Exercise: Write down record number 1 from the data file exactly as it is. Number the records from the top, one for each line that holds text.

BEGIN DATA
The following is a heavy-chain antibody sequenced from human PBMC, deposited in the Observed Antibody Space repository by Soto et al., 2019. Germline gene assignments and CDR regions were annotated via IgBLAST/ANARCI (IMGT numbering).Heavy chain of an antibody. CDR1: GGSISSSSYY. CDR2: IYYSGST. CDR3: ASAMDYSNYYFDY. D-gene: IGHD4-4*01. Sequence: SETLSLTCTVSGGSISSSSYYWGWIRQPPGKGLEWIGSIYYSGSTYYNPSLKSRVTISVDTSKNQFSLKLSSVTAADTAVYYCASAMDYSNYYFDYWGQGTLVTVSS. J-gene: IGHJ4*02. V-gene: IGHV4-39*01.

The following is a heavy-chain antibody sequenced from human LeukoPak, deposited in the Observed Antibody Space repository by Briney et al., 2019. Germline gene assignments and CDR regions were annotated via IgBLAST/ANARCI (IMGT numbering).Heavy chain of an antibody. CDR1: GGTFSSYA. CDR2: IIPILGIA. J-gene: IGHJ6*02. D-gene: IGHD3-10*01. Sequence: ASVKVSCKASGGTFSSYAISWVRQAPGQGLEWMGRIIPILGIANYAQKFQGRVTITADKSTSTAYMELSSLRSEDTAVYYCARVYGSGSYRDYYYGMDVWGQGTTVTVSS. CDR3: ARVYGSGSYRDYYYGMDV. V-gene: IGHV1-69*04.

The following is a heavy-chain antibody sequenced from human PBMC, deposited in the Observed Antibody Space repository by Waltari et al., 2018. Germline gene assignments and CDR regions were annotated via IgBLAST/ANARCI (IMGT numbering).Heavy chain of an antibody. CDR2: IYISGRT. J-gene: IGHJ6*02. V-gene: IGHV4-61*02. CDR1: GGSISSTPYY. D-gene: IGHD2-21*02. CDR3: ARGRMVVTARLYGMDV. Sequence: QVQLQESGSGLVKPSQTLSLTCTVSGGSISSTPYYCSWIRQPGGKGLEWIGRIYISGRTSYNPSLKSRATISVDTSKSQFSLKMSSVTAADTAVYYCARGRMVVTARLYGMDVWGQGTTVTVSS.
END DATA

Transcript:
The following is a heavy-chain antibody sequenced from human PBMC, deposited in the Observed Antibody Space repository by Soto et al., 2019. Germline gene assignments and CDR regions were annotated via IgBLAST/ANARCI (IMGT numbering).Heavy chain of an antibody. CDR1: GGSISSSSYY. CDR2: IYYSGST. CDR3: ASAMDYSNYYFDY. D-gene: IGHD4-4*01. Sequence: SETLSLTCTVSGGSISSSSYYWGWIRQPPGKGLEWIGSIYYSGSTYYNPSLKSRVTISVDTSKNQFSLKLSSVTAADTAVYYCASAMDYSNYYFDYWGQGTLVTVSS. J-gene: IGHJ4*02. V-gene: IGHV4-39*01.